In the same month that Trotsky published “Culture and Socialism,” another student of Freud’s, the 30-year-old Wilhelm Reich, became politicized through the July Revolt in Vienna in which 84 workers were shot dead, and 600 wounded. Reich, whose area of specialty was sexology, joined the Communist Party of Austria (KPÖ) in 1928. Victor Cova of Platypus recently led a teach-in on Reich’s critique of fascism which I would recommend to anyone interested. The following excerpt provides a short summary of Reich’s efforts to connect Marxism and psychoanalysis:
For Reich, it is the disintegration of the Marxist party from 1914 onwards which makes it both possible and necessary to rely on Freudian concepts; primarily to understand the workers’ authoritarian personality structure which led to that disintegration in the first place. Yet such a use of Freudian concepts should have led, properly, to a rediscovery of orthodox Marxism, not to its replacement or complementation with a heterogeneous theory.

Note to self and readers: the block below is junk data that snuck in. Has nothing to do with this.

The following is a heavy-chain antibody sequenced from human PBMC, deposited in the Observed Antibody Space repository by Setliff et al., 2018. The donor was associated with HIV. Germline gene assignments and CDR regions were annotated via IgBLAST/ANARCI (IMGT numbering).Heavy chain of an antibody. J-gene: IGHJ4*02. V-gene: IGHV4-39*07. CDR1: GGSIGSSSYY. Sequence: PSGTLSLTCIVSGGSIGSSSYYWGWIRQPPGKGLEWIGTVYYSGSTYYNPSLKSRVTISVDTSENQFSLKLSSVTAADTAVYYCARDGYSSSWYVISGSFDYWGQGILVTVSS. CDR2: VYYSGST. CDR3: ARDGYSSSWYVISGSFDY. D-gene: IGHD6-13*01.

Reich’s scientific object, the sexuality of individuals and the subjectivity of masses, was thus in no way freely chosen. It was consequent to the Marxist party’s crisis and disintegration in the catastrophe of the First World War. The masses did not disappear after the war, but transformed into another social form, and since in the Soviet Union this phenomenon came to mean collectivization, the solution had to look different in the open capitalist countries. The appropriate instrument was found in Freud’s psychoanalysis.
In his documentary series The Century of the Self, filmmaker Adam Curtis lets Freud’s nephew, Edward Bernays, have his say. Bernays, who was a psychological adviser to Woodrow Wilson after the war in Europe, found an unexpected niche for analysis in the early 1920s: as the theoretical basis for marketing luxury articles. Ads should no longer aim to advertise a product, but the feeling which the acquisition of the article promised — often freedom and the absence of constraint. Bernays soon saw that what was possible with material products must be possible with ideas as well: advertisements as propaganda. Bernays’s rationale was so simple, it was genius: “If man can use propaganda for war, he can certainly use it for peace.”